In English, for example, using the active voice can make a sentence clearer than using the passive voice. The website plainlanguage.gov gives some examples. Here is a sentence in passive voice: "The lake was polluted by the company." Now here it is in active voice: "The company polluted the lake." Another example: "New regulations were proposed" is passive voice. You can make that into active voice by simply writing: "We proposed new regulations."
Now what about this next sentence -- is it active voice or passive voice? Here it is: "The following information must be included in the application for it to be considered complete." That was passive voice. Here it is rewritten into active voice: "You must include the following information in your application."
Mr. Balmford says using more informative headings, graphics and images can also help make a document easier to understand.
JUNE SIMMS: Annetta Cheek at the Center for Plain Language helped get the Plain Writing Act passed in twenty-ten. She says everyone shares in the responsibility for the clarity of the language they get from their government and businesses.
ANNETTA CHEEK: “Don’t just accept bad communication. Complain about it. Say that you think as a customer or a citizen you have a right to clear communication. Demand that those organizations communicate clearly with you.”
CHRISTOPHER CRUISE: In an age of video games and the Internet, storytelling is a tradition that remains entertaining and educational even after thousands of years. Storytelling was first developed to pass knowledge from one generation to another. Storytellers use the human voice as well as facial and body movements to make the spoken word compelling.
LINDA GORHAM: “Hup two three four, hup two three four. You can try it with me; hup two three four, hup two three four...."
JUNE SIMMS: Linda Gorham is a storyteller. Her stories, like this one called The Fat Cat, come alive through sounds, rhythms and the repetition of words.
LINDA GORHAM: "And cat says, I'm a fat cat, a real fat cat and I'm really hungry, how about that, Huh."
In The Fat Cat, a hungry cat is never satisfied. Here, Ms. Gorham is performing the story before more than one hundred children in a Virginia community center. Her audience is having fun.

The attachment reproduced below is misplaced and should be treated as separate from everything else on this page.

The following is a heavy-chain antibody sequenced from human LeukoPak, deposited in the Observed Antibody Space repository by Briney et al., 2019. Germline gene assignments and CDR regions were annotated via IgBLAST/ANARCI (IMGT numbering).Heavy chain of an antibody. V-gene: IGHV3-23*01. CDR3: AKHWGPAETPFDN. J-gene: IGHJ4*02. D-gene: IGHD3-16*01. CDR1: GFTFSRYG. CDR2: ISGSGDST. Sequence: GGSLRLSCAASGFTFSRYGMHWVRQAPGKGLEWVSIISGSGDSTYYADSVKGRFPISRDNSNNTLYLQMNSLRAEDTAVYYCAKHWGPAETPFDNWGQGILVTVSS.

CHILD ONE: "It was very creative. And I never heard of the story before. It sounded very cool.”
CHILD TWO: "I did like that you can, like imagine it, instead of looking at the pictures of the book.”
Ms. Gorham says storytelling is a powerful teaching tool.
LINDA GORHAM: "I call it teaching without preaching. I don’t tell a story and then at the end say now here is what you needed to learn. The message should be in the story. If the story is well crafted, you’re going to get it.”
CHRISTOPHER CRUISE: Linda Sullivan is president of the Arts Council of Virginia's Fairfax County. The council organizes storytelling performances for school children throughout the county.
LINDA SULLIVAN: “They learn by being engaged. They are not just being talked to, but asked to respond and participate.”
LINDA GORHAM: "I want you to try this with me.
Eyes, nose, cheeky cheeky chin, cheeky cheeky chin, nose eyes. Again--Eyes, nose, cheeky cheeky chin, cheeky cheeky chin, nose eyes."
JUNE SIMMS: Story tellers use numerous tools including, theater, dance, and song.
GALE NEMEC: "Hey what's Up? You can't put us away. We have to celebrate Christmas.
And another stocking says, 'We've been waiting for eleven months.'
And another one says, 'We want to be filled with fruit and candy and toys, make girls and boys…”
Gale Nemec is also a story teller. She too was discovered by Fairfax County schools. She says her stories are like short plays and are heavy on character development.
GALE NEMEC: “If you’re doing the witch, you need to change your voice and make her sound rather, oooh, witchy, and figure out what kind of motions and how her body might be. If you’re doing a story which is perhaps an angel, I’d work on making it softer and smoother and, Oh, look at that wonderful thing.”
CHRISTOPHER CRUISE: Ms. Nemec says stories can also help children who have learning disabilities. She says one of her stories, about elephants, helped a child who had problems with speech and language.
GALE NEMEC: “So the mommy elephant said, ‘uh, what do you think we should do?' And the father elephant said, ‘uh, I think we should cross to the other side of the river.' Hearing that kind of thing, the child, he started to understand that he could speak. And he started participating more, and speaking more because he was hearing this storytelling going back and forth.”
Gale Nemec says storytelling can not only help with disabilities, it can enrich children’s lives.
GALE NEMEC: "There is a bear on the bench wants to say hi. And each time a person passes by him, all they can see is a bear with a grin. He waits for the day when he can wave. I wave…"
Storytelling can teach children how to communicate in an engaging and persuasive way. And that is a skill for life.
JUNE SIMMS: Our program was written and produced by Brianna Blake, with reporting by Faiza Elmasry. I'm June Simms.
CHRISTOPHER CRUISE: And I'm Christopher Cruise. You can find videos about today’s program on our website, 51voa.com. You can also find transcripts and MP3s of our programs, along with podcasts and activities for learning English. Join us again next week for THIS IS AMERICA in VOA Special English.